Modi calls a spade a spade at G20

Modi calls a spade a spade at G20

A decade back, Pakistan was praised as the “frontline state in fight against global terrorism” by then US President George W Bush whenever he met or...

A decade back, Pakistan was praised as the “frontline state in fight against global terrorism” by then US President George W Bush whenever he met or referred to his Pakistani counterpart, Gen Pervez Musharraf. Helping shatter that delusion with a more perceptive Barack Obama, Prime Minister Narendra Modi has snatched that ‘title’ away from Pakistan and seized it for India.

By referring to “one South Asian nation” as the principal sponsor of terrorism, but not naming Pakistan per se at the just-concluded G-20 Summit, Modi sought to shatter the delusion that not just America and China, but much of the world suffers from.

This country should be punished, not rewarded, he told the leaders gathered at G-20. "India has a policy of zero tolerance to terrorism. Because anything less than that is not enough. For us, a terrorist is a terrorist," he said. Modi said that even as terrorism is acquiring global dimensions. He has also paved the way for a further dialogue with the US, whoever wins the November presidential election.

Bush was under a delusion that for all the billions (over $30 billion by now) the US paid, Pakistan was performing that task. The Obama administration that will end its tenure in a few months has just about stopped talking of ‘good’ and ‘bad’ Taliban.

The venue of G-20 was significantly in China, and Modi’s message was aimed equally at Obama and the Chinese host, President Xi Jinping. China remains silent on Pakistan’s role because of its anxiety to ride piggy-back on Pakistan to the Indian Ocean through his China-Pakistan Economic Corridor (CPEC). This anxiety has also silenced China’s suffering at the hands of Pakistan that has been training and sheltering Uighours, the Chinese Muslims of Xinjiang province.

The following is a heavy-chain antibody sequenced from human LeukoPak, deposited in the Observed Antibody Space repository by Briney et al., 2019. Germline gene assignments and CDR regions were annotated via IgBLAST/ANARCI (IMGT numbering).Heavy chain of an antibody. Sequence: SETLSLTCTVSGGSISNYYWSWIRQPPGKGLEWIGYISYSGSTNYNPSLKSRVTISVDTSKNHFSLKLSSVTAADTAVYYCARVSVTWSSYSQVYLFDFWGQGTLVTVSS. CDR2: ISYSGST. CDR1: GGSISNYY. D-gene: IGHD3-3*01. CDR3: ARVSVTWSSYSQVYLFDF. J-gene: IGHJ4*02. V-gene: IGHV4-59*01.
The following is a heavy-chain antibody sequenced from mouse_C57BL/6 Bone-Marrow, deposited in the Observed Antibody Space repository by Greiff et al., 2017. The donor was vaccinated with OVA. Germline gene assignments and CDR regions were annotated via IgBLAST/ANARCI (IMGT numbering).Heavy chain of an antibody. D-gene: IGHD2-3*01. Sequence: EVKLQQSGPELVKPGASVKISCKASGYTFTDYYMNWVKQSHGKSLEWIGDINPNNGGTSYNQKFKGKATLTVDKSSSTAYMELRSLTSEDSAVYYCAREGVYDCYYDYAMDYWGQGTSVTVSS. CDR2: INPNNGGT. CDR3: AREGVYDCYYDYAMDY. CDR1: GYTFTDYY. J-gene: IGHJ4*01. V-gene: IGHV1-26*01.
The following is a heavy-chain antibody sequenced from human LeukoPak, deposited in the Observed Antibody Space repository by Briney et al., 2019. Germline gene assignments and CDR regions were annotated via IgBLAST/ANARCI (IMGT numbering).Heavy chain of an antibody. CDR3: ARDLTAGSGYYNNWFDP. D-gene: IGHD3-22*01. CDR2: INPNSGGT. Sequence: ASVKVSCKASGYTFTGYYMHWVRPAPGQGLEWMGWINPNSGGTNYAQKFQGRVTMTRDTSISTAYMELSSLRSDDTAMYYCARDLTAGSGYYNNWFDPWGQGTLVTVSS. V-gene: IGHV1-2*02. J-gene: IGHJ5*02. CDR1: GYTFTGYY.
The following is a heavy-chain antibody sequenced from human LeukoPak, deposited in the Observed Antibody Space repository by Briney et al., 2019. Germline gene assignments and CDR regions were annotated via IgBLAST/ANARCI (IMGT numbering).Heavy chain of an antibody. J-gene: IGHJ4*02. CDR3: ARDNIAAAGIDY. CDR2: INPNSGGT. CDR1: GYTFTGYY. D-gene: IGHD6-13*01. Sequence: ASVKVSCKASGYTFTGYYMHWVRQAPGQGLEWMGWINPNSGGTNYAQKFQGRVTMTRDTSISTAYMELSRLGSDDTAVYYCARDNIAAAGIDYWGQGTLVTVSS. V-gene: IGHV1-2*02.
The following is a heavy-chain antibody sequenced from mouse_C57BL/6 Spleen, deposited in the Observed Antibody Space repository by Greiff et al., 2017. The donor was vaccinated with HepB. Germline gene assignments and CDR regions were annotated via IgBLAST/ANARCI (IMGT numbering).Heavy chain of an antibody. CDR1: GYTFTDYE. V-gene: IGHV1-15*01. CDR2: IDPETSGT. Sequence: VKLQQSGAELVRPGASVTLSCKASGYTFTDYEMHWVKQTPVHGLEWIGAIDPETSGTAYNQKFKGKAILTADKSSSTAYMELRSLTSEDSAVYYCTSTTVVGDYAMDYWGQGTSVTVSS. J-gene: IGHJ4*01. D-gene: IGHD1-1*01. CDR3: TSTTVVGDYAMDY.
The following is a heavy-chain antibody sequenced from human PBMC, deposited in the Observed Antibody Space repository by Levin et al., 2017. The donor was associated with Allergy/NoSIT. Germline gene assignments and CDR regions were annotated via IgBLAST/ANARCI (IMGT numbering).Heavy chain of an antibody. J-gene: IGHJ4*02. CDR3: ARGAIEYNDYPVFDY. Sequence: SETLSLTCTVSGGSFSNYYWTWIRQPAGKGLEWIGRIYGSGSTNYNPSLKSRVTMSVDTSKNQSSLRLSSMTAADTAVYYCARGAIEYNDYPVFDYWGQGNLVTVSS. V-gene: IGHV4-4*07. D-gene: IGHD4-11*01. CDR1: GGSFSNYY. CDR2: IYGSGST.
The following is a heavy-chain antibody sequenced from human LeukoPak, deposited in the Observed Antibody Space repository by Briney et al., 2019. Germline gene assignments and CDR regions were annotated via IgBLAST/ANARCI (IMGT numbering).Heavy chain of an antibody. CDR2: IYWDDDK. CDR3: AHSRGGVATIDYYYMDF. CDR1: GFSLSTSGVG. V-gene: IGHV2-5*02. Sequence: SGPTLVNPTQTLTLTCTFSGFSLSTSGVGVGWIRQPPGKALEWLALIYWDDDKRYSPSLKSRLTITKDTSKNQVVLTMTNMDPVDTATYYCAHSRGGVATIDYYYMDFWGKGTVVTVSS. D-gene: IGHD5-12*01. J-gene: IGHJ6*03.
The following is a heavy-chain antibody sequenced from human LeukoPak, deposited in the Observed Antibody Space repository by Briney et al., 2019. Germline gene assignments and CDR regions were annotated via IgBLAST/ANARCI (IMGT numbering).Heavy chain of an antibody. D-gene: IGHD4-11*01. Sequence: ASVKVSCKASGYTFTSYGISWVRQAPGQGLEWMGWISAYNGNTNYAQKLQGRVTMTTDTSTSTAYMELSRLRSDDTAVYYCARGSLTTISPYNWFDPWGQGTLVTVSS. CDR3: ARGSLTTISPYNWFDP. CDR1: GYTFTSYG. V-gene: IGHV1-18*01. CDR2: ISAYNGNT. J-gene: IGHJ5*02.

Modi told his host: "The response to terrorism must not be driven by any political consideration." This was an apparent dig at China's opposition to designating Jaish-e-Mohammed chief Masood Azhar as a terrorist in the United Nations.

It was necessary to stress this because, diplomatically at least, the world community takes note of the ‘sacrifices’ that Pakistan Army is making in fighting terrorism at home through its Zarb-e-Azb operation now into its third year.
It was necessary also because despite over 600 soldiers and 3,500 militants killed, that fight is far from over. And the man leading it, Gen Raheel Sharif, is due to retire in November.

With Pakistan’s inept political class in cahoots with the Islamists and militants, everything will depend on the ability and determination of Raheel’s successor. So, from India’s perspective, Obama’s retirement, coinciding with Gen Sharif’s the same month, is important. There is a long road ahead to fight terrorism and Modi’s muscular approach, as evident at Huangzu, is crucial to keep up the focus on terrorism and that the world community is kept in the loop. That was the message from Huangazou.

Modi did not mince words at the summit. In another apparent reference to Pakistan, he demanded "coordinated actions" by the grouping to "isolate supporters and sponsors of terror." "Terrorists in South Asia, or anywhere for that matter, do not own banks or weapons factories. Clearly, someone funds and arms them," PM Modi said in a hard-hitting address.

There are too many people and countries he would have to point his fingers at on this score. So he would have left it there, somewhat like President Pranab Mukherjee who said during his European tour last year that arms and money and militant themselves “do not fall from heaven.”

Modi’s various statements form part of a larger effort on India's part to press the global community to move towards adopting a clear stand on terrorism. Lack of a globally-accepted legal definition of terrorism has often been faulted for double standards and inefficacy in dealing with terrorism and terror organizations and networks.